Throughout Mormon history, the Youngs had been the family that other Mormon families aspired to be. Young family members were expected to live their lives in strict accordance with the teachings and doctrines of their faith. It was extremely rare for a family member to stray from the fold, as the consequences were excommunication from their church and family. For more than 200 years, every generation had succeeded in delivering a new Brigham. However, with each new generation, the pressure to live up to massive expectations grew more intense.
Charismatic, confident, and hyper-aware of his status in the community, Brigham Young VII was born to be a leader. In high school, he had been an all-star, all-state quarterback for the Highland Rams, and accepted a full-ride athletic scholarship to the University which bore his name.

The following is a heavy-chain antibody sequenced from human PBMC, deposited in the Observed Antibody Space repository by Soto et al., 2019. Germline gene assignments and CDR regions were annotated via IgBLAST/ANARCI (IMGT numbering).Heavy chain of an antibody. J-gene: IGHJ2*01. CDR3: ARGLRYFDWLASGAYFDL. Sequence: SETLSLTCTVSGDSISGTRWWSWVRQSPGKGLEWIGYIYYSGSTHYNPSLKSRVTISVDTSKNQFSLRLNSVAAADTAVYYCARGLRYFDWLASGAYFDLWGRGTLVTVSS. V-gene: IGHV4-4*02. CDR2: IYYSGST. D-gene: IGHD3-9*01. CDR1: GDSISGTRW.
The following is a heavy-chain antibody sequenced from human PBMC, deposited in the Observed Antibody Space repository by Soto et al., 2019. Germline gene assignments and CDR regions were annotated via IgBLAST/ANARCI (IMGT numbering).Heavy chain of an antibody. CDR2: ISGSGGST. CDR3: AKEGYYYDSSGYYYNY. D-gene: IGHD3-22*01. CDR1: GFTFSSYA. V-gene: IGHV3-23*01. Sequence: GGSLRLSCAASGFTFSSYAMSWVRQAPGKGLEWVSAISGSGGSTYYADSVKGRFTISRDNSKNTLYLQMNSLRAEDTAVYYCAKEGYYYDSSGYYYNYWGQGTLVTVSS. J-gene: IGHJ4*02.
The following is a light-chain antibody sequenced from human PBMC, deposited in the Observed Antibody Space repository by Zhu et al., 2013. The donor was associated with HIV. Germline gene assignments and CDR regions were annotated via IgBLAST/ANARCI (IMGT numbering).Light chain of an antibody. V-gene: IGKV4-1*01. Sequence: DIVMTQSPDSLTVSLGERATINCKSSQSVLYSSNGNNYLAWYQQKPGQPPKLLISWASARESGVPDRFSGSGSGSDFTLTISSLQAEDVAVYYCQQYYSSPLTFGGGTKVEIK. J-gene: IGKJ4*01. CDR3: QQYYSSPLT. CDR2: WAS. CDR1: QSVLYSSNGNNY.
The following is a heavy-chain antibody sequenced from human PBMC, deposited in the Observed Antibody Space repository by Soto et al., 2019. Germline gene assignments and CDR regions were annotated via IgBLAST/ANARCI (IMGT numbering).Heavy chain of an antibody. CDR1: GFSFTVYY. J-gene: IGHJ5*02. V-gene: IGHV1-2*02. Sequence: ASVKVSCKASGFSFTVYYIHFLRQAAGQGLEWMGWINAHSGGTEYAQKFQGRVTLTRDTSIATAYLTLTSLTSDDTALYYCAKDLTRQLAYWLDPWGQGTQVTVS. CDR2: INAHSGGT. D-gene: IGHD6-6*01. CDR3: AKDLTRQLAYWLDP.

However, before beginning his college football career he would serve a two-year Mormon mission. Church leaders sent VII to the Philippines, where he baptized hundreds into the church. When he returned to BYU, he picked up his football career where he had left it, and during his sophomore year became the starting quarterback for the Cougars. Unfortunately for the BYU football program, but fortuitously for Brigham Young International, VII suffered a career-ending knee injury in the “Holy War” rivalry game against the University of Utah. In VII’s final year at BYU, he met the beautiful Edna Abigail Pierce.